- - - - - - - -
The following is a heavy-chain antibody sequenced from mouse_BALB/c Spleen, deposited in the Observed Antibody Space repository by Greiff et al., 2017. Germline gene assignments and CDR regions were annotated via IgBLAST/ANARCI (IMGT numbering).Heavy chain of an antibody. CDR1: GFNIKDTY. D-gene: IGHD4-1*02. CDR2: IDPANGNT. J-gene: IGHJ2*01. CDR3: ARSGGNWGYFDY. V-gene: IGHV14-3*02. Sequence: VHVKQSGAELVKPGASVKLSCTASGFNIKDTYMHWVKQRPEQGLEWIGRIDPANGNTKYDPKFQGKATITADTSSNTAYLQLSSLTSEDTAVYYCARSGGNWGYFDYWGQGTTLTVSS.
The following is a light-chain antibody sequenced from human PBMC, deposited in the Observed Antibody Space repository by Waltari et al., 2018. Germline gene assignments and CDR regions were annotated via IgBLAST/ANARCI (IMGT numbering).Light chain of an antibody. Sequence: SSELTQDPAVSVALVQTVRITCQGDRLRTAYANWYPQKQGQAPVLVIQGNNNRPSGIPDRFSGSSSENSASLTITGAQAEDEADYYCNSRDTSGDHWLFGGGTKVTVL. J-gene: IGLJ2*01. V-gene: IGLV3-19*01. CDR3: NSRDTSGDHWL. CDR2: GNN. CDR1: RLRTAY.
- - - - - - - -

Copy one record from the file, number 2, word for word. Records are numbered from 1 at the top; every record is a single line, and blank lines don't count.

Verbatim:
The following is a light-chain antibody sequenced from human PBMC, deposited in the Observed Antibody Space repository by Waltari et al., 2018. Germline gene assignments and CDR regions were annotated via IgBLAST/ANARCI (IMGT numbering).Light chain of an antibody. Sequence: SSELTQDPAVSVALVQTVRITCQGDRLRTAYANWYPQKQGQAPVLVIQGNNNRPSGIPDRFSGSSSENSASLTITGAQAEDEADYYCNSRDTSGDHWLFGGGTKVTVL. J-gene: IGLJ2*01. V-gene: IGLV3-19*01. CDR3: NSRDTSGDHWL. CDR2: GNN. CDR1: RLRTAY.